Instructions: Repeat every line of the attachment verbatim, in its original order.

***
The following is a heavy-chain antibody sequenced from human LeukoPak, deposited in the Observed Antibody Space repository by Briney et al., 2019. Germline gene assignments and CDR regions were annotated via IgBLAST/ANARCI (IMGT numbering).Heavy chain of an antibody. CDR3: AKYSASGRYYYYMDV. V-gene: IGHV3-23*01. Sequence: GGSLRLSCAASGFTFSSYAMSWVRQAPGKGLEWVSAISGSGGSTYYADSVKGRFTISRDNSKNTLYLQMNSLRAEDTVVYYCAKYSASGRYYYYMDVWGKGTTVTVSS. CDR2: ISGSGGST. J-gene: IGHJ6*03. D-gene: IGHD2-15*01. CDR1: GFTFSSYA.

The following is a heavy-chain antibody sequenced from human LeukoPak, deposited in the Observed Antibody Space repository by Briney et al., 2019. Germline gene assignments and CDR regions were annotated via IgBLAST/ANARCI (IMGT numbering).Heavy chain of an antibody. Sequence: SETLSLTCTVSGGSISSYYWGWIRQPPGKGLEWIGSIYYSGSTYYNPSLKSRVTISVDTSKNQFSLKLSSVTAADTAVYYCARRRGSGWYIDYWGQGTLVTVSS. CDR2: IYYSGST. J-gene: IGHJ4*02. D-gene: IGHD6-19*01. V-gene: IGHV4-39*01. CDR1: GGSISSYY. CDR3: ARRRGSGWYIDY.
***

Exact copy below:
The following is a heavy-chain antibody sequenced from human LeukoPak, deposited in the Observed Antibody Space repository by Briney et al., 2019. Germline gene assignments and CDR regions were annotated via IgBLAST/ANARCI (IMGT numbering).Heavy chain of an antibody. CDR3: AKYSASGRYYYYMDV. V-gene: IGHV3-23*01. Sequence: GGSLRLSCAASGFTFSSYAMSWVRQAPGKGLEWVSAISGSGGSTYYADSVKGRFTISRDNSKNTLYLQMNSLRAEDTVVYYCAKYSASGRYYYYMDVWGKGTTVTVSS. CDR2: ISGSGGST. J-gene: IGHJ6*03. D-gene: IGHD2-15*01. CDR1: GFTFSSYA.

The following is a heavy-chain antibody sequenced from human LeukoPak, deposited in the Observed Antibody Space repository by Briney et al., 2019. Germline gene assignments and CDR regions were annotated via IgBLAST/ANARCI (IMGT numbering).Heavy chain of an antibody. Sequence: SETLSLTCTVSGGSISSYYWGWIRQPPGKGLEWIGSIYYSGSTYYNPSLKSRVTISVDTSKNQFSLKLSSVTAADTAVYYCARRRGSGWYIDYWGQGTLVTVSS. CDR2: IYYSGST. J-gene: IGHJ4*02. D-gene: IGHD6-19*01. V-gene: IGHV4-39*01. CDR1: GGSISSYY. CDR3: ARRRGSGWYIDY.